Jobs are easy as fuck to come by if you're in med school. They matched everyone except for like 5.6% of allopathic students this year into residencies.

Also, some of us take responsibility for our actions and don't have a victim complex at all.

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Re: The fundamental problem with practicing lawyers

Postby spleenworship » Sun Apr 20, 2014 4:13 pm

First Offense wrote:One thing I've noticed both here on TLS and in law school in general.

The vast majority of law students I've interacted with have a huge victim complex. Law school is somehow unfair, life is struggle and pain, and if anything doesn't echo their macabre outlook they are quick to shout it down.



Noticing something sucks and saying it sucks isn't playing the victim. Playing the victim is when you draw attention to the suck for sympathy or to get what you want but do not necessarily deserve. Coming on here or going in the law school and bitching about the suck in an attempt to educate others or motivate change isn't playing the victim.

Also, to the bolded:

Image

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Re: The fundamental problem with practicing lawyers

Postby TelegramSam » Sun Apr 20, 2014 4:40 pm

spleenworship wrote:
First Offense wrote:One thing I've noticed both here on TLS and in law school in general.

The vast majority of law students I've interacted with have a huge victim complex. Law school is somehow unfair, life is struggle and pain, and if anything doesn't echo their macabre outlook they are quick to shout it down.



Noticing something sucks and saying it sucks isn't playing the victim. Playing the victim is when you draw attention to the suck for sympathy or to get what you want but do not necessarily deserve. Coming on here or going in the law school and bitching about the suck in an attempt to educate others or motivate change isn't playing the victim.

Also, to the bolded:

Image


This dude also thinks that black people are inherently violent criminals, so I wouldn't put too much stock in anything he says

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Re: The fundamental problem with practicing lawyers

Postby 09042014 » Sun Apr 20, 2014 4:42 pm

Law students are huge fucking complainers. People on TLS would talk about how law school takes 80 hours a week of studying. LOL.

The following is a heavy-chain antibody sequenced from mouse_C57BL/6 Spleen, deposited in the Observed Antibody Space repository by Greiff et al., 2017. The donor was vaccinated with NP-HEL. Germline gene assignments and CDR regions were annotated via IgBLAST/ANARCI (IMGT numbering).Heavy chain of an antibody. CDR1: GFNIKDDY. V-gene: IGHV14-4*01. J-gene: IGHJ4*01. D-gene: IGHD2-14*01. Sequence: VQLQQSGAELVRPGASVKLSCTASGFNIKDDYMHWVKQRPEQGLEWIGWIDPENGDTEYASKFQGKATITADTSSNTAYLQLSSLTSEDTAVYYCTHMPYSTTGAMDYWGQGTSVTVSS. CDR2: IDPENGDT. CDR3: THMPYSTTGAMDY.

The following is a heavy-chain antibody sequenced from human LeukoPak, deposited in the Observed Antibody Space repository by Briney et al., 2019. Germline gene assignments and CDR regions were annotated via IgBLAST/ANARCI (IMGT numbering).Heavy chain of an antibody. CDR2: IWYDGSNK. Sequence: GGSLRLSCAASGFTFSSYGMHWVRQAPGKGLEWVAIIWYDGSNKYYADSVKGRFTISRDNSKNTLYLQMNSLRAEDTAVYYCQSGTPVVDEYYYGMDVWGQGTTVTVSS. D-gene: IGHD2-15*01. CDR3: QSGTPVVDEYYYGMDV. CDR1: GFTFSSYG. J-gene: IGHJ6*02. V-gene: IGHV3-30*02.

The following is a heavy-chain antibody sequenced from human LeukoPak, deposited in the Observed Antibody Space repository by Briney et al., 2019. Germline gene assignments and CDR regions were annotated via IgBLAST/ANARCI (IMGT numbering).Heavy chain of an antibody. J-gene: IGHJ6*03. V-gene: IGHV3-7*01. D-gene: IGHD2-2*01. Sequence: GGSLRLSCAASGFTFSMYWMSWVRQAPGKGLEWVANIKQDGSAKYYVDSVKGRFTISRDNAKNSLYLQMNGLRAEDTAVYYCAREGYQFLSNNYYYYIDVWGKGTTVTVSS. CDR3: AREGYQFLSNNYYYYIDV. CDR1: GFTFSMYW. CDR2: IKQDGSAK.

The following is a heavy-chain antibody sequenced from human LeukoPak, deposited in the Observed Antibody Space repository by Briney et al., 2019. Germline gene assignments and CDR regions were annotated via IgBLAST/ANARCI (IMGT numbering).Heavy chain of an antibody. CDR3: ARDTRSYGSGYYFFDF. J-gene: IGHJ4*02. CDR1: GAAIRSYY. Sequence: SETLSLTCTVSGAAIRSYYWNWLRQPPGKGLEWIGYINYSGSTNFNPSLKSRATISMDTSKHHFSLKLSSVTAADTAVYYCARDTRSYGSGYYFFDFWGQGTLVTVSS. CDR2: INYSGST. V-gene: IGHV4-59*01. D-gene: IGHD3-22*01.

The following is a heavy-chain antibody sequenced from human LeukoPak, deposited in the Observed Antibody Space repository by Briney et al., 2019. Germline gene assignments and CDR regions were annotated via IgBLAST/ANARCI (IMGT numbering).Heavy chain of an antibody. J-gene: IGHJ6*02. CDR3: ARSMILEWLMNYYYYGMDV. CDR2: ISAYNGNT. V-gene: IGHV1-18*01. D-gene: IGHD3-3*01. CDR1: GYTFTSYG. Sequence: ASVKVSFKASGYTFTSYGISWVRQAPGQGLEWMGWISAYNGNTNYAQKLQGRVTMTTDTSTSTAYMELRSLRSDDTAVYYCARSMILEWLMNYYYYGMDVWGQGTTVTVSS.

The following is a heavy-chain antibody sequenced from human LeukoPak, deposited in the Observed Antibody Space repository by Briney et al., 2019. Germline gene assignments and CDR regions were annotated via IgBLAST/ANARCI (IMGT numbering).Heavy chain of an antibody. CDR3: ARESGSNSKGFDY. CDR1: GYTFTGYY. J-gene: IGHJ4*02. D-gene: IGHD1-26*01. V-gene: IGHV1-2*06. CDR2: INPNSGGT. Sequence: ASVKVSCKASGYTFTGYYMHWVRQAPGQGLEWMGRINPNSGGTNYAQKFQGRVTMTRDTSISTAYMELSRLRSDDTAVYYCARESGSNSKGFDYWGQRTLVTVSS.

But biglaw actually blows. People saying 100 hours a week ARE exaggerating. But 60 hours a week is pretty common and 60 hours a week does suck. That's getting up at 8 to get ready and commute in by 9:30. Working til 7pm. Commuting home. Sitting down on your couch at 7:45. Eating, then doing an hour more work. And then ~10 hours on the weekend.

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Re: The fundamental problem with practicing lawyers

Postby spleenworship » Sun Apr 20, 2014 4:44 pm

TelegramSam wrote:
This dude also thinks that black people are inherently violent criminals, so I wouldn't put too much stock in anything he says



I can't remember... Isn't he also the dude who was homeschooled and thought Jesus rode a dinosaur until he was 20?

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Re: The fundamental problem with practicing lawyers

Postby lecsa » Sun Apr 20, 2014 4:46 pm

Desert Fox wrote:Law students are huge fucking complainers. People on TLS would talk about how law school takes 80 hours a week of studying. LOL.

But biglaw actually blows. People saying 100 hours a week ARE exaggerating. But 60 hours a week is pretty common and 60 hours a week does suck. That's getting up at 8 to get ready and commute in by 9:30. Working til 7pm. Commuting home. Sitting down on your couch at 7:45. Eating, then doing an hour more work. And then ~10 hours on the weekend.


Law school was super easy, maybe easier than undergrad. I never read after first semester.
Last edited by lecsa on Sun Apr 20, 2014 4:47 pm, edited 1 time in total.

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Re: The fundamental problem with practicing lawyers

Postby spleenworship » Sun Apr 20, 2014 4:47 pm